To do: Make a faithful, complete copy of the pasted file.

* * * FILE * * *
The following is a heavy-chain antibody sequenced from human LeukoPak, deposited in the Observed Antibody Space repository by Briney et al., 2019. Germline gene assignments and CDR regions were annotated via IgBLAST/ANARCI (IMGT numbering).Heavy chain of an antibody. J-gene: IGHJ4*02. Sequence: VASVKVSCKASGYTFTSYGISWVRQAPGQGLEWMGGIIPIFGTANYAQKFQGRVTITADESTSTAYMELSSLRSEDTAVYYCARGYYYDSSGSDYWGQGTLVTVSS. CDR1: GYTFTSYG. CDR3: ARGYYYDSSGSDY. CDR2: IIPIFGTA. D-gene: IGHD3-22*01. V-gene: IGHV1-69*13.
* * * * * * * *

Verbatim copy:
The following is a heavy-chain antibody sequenced from human LeukoPak, deposited in the Observed Antibody Space repository by Briney et al., 2019. Germline gene assignments and CDR regions were annotated via IgBLAST/ANARCI (IMGT numbering).Heavy chain of an antibody. J-gene: IGHJ4*02. Sequence: VASVKVSCKASGYTFTSYGISWVRQAPGQGLEWMGGIIPIFGTANYAQKFQGRVTITADESTSTAYMELSSLRSEDTAVYYCARGYYYDSSGSDYWGQGTLVTVSS. CDR1: GYTFTSYG. CDR3: ARGYYYDSSGSDY. CDR2: IIPIFGTA. D-gene: IGHD3-22*01. V-gene: IGHV1-69*13.